Think of all the people at home who think that you’re going to fail. In the middle of the Marathon des Sables in the Sahara Desert, a steady IV drip pressed into Mimi Anderson’s arm and a dark, barren expanse lying ahead, this was the thought that got her through.
    Amazing. Bonkers. Driven. Powerful. Awesome.
  • Are We Ready for Intimacy With Androids?
    Hiroshi Ishi­guro builds androids. Beautiful, realistic, uncannily convincing human replicas. Academically, he is using them to understand the mechanics of person-to-person interaction. But his true quest is to untangle the ineffable nature of connection itself.
    No. Well. Hmmmm maybe? Technology is moving fast, but can our emotions keep up? Challenging times ahead I think…
  • We’re in a ‘Dream Deprivation’ Epidemic
    My mom keeps odd hours. Around 9:30 p.m. every night, she goes to bed; after that, she goes exploring. Once, in a dream, she ran through dewy grass, jumped into the moonlit sky, and cleared the roof of a barn. Once her dream self walked to a mall just to people-watch.
    I barely remember the last dream I had (at least, the last one I’m gonna repeat here… ahem).
  • Tory power is only sustained by cruel confidence tricks
    The Conservatives exist largely to misinform the public, to convince austerity-crippled voters they have the same interests as billionaires. Many people are shocked that Theresa May having a cough during a speech is considered a sackable offence…
    I love how Frankie Boyle writes, especially when his hackles are up…
  • List of common misconceptions
    This list of common misconceptions corrects erroneous beliefs that are currently widely held about notable topics. Each misconception and the corresponding facts have been discussed in published literature.
    Danger: this list comes with high risk of you becoming ‘that person’ at parties that corrects everyone (I’m sorry!)
  • The Seven Deadly Sins of AI Predictions
    We are surrounded by hysteria about the future of artificial intelligence and robotics—hysteria about how powerful they will become, how quickly, and what they will do to jobs. I recently saw a story in MarketWatch that said robots will take half of today’s jobs in 10 to 20 years.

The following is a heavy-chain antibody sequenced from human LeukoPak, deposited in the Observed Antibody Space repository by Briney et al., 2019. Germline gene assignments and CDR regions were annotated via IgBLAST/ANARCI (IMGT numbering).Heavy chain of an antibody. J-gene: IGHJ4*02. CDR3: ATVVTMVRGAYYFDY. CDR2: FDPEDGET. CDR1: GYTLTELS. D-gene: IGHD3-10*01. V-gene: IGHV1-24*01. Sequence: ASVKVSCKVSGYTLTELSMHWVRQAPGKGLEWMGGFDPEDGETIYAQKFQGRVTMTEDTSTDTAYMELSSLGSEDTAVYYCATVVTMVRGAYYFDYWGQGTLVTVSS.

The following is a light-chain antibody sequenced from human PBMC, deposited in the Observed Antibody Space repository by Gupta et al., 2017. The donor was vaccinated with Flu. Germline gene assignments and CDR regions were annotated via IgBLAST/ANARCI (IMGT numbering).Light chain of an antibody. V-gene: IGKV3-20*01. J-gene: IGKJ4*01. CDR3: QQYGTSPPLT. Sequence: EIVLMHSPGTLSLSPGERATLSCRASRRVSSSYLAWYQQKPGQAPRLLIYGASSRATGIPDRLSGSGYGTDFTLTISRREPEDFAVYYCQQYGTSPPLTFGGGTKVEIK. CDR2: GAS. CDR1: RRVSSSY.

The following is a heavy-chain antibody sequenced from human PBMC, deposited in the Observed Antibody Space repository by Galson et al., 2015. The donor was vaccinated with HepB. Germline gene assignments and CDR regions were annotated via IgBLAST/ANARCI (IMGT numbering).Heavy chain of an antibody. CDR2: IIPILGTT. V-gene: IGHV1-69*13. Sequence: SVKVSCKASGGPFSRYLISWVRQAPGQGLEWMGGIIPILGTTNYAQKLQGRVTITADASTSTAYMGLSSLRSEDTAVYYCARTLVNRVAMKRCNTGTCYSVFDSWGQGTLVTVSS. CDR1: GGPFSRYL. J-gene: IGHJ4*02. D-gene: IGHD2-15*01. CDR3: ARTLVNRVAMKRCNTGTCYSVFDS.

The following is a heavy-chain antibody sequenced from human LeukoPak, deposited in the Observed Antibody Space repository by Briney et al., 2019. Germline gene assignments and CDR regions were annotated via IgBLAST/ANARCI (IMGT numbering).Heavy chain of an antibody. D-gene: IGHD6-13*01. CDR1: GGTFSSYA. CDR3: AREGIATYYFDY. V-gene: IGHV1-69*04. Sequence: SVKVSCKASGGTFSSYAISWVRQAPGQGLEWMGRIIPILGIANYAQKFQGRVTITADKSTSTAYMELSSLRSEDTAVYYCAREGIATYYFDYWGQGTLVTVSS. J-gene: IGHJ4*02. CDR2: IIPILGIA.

Not a topic I’m massively close to but it’s coming to us all (hint: it’s already here you just don’t realise it yet). “Imagining Magic” is the takeaway here for me.
  • Maria Anna Mozart Was a Musical Prodigy Like Her Brother Wolfgang, So Why Did She Get Erased from History?
    When people ask why we have specifically black histories, or queer histories, or women’s histories, it can be hard for many who do historical research to take the question seriously. But in fairness, such questions point to the very reason that alternative or “revisionist” histories exist.
    I’ve never researched him but I didn’t even know Wolfgang had a sister at all. Awful.
  • Tina Roth Eisenberg on Twitter
    What is a book that has changed your life?
    Because books.
  • The Gentle Art of Self-Control
    After somebody threw a flask of acid on the Mona Lisa in 1956, they put her behind bulletproof (and presumably acid-proof) glass. Same with Picasso’s Guernica, after a man spray-painted “Kill all lies” in giant red letters across the canvas.
    Struggling to change some habits, get yourself a velvet rope.
  • The History of the Ampersand
    These days everybody knows about the ampersand. It’s one of typography’s most unique and interesting characters.
    Yeah? Says who? I bet YOU don’t have a tattoo of ampersands!! #ampersandswars
  • The world’s first floating wind farm could be a game changer for renewable power
    Wind turbines are impressive structures, towering higher than some of the world’s tallest buildings. When installed offshore, the extent of the construction beneath the surface is just as impressive (and costly).
    Pssssst… it’s in Scotland!

Also published on Medium.